By Andy Sullivan
BATON ROUGE, La. (Reuters) - The Iraq war veteran who shot three policemen dead in Louisiana’s capital methodically targeted the officers for assassination, authorities said on Monday, as America confronted racially charged gun violence against law enforcement for the second time this month.
During an update on Sunday’s ambush in Baton Rouge, police described how video footage showed the former U.S. Marine Corps sergeant, Gavin Eugene Long, 29, hunting down police officers even as he bypassed civilians he encountered.
The carnage came to an abrupt end less than 10 minutes after it began when Long himself was shot dead by a police marksman, firing from a position about 100 yards away.
Police said they believe that Long, armed with two rifles and a pistol, had intended to make his way to the headquarters of the Baton Rouge Police Department a short distance away to take additional lives.
“There is no doubt whatsoever that these officers were intentionally targeted and assassinated,” Louisiana State Police Superintendent Colonel Mike Edmonson told reporters. “It was a calculated act against those who work to protect this community every single day.”
The ambush came 10 days after a similar attack that left five police officers dead in Dallas and nearly two weeks after police in Baton Rouge fatally shot a 37-year-old black man, Alton Sterling, who was selling CDs outside a convenience store, igniting nationwide protests.
Police declined to say whether the attack by Long, who was black, was racially motivated. Two of the lawmen killed on Sunday were white, and a third was black. Three other officers were wounded. One them was hospitalized in critical condition, described as fighting for his life with gunshots to his head and stomach.
PRAISE FOR DALLAS AMBUSH
But an imprint from the gunman left behind on social media included online videos in which he decried mistreatment of African-Americans by law enforcement and praised the July 7 killings of Dallas policemen by another black U.S. military veteran.
The fatal ambush in Dallas in turn shattered an otherwise peaceful street protest that night denouncing the Sterling slaying on July 5 and a second shooting death of a black man by police near St. Paul, Minnesota on July 6, Philando Castile, 32.
Edmonson said Long, a resident of Kansas City, Missouri, was had been in the Baton Rouge area for several days before the shooting, and while he acted alone in the ambush itself, police have yet to rule out his having assistance in planning the attack.
Military records released by the Pentagon showed Long, listed as a data network specialist, served five years in the Marine Corps until his discharge in August 2010, including a six-month deployment to Iraq.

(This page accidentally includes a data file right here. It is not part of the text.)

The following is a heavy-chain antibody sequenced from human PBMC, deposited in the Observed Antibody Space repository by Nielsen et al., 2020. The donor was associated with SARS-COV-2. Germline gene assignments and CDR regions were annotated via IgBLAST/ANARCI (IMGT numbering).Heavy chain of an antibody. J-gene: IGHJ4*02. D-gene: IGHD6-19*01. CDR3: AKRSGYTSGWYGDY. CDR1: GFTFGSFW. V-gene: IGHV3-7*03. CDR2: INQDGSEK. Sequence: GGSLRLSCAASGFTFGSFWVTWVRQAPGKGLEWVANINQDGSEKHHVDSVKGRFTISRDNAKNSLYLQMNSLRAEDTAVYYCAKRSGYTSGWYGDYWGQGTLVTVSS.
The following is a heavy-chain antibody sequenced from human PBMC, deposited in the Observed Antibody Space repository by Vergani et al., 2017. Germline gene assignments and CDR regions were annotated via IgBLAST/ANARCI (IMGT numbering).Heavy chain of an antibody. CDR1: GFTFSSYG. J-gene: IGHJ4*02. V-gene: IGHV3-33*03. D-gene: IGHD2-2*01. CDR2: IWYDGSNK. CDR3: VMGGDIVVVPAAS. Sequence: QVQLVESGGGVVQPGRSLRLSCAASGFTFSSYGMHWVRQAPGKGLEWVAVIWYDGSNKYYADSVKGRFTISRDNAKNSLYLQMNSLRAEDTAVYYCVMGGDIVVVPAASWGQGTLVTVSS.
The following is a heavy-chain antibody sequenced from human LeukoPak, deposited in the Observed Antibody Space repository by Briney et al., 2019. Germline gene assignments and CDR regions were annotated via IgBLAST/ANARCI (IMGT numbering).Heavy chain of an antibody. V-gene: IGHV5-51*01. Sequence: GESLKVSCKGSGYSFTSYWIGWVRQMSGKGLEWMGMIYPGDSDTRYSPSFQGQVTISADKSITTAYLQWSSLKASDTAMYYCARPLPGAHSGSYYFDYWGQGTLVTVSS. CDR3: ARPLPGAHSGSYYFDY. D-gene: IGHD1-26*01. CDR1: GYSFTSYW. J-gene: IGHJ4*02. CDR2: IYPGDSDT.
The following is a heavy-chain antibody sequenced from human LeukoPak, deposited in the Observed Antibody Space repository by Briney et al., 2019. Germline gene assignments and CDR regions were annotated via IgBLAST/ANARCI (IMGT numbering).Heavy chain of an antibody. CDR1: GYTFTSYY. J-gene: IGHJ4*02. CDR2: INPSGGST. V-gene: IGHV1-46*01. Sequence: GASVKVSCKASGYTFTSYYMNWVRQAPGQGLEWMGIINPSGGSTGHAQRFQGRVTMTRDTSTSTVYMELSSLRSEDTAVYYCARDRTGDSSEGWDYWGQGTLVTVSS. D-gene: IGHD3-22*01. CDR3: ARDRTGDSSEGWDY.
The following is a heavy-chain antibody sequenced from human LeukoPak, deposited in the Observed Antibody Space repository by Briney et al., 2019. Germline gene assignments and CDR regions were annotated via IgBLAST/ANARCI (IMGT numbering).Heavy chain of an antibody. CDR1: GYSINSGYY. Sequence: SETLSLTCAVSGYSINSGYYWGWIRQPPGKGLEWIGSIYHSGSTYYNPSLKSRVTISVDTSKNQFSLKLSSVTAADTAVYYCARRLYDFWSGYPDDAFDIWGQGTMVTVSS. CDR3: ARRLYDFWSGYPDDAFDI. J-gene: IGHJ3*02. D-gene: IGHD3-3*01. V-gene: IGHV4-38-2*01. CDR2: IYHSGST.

According to public records in Jackson County, Missouri, Long sought to legally change his name to Cosmo Ausar Setepenra in May 2015, but court officials said he never completed the process. p> Long also affiliated himself with the Washitaw Nation, an African-American offshoot of the Sovereign Citizen Movement, whose adherents view the federal government as illegitimate.
Police in Baton Rouge, a city with a long history of distrust and tension between its African-American residents and law enforcement, sought to deflect criticism from civil rights activists that the police force there had become over-militarized.
“Our militarized tactics, as they’re being called, saved lives,” said Police Chief Carl Dabadie.
The dead officers in Baton Rouge were identified as Montrell Jackson, 32; Matthew Gerald, 41; and Brad Garafola, 45.
President Barack Obama offered his condolences for the fallen officers and their families in telephone calls on Monday to the victims’ loved ones as well as top law enforcement officials in the city.
MEMORIAL AT SHOOTING SCENE
At the B Quick gas station where the shootings occurred, people left flowers and balloons in memory of the slain officers.
“I just want us to have peace and drive down the road and not feel like we have to duck our heads and look around and see if someone’s going to be on top of a roof,” said Pam Collins, a resident of the Baton Rouge suburb of Prairieville who brought three shiny balloons to honor the officers.
Presumptive Democratic presidential nominee Hillary Clinton, in a speech to the NAACP civil rights group in Cincinnati, said she would bring the “full weight of the law to bear” against cop killers but added that here is “another hard truth at the heart of this complex matter: Many African-Americans fear the police.”
Her rival, Donald Trump, on the brink of his formal nomination at the Republican convention in Cleveland, tweeted that “our country is a divided crime scene” and called for stronger leadership on law and order issues.
The violence has heightened security concerns at the convention that began Monday and next week’s Democratic convention in Philadelphia.
(Additional reporting by Sam Karlin in Baton Rouge, David Alexander and Eric Walsh in Washington, Laila Kearney in New York; Writing by Grant McCool and Steve Gorman; Editing by Toni Reinhold and Mary Milliken)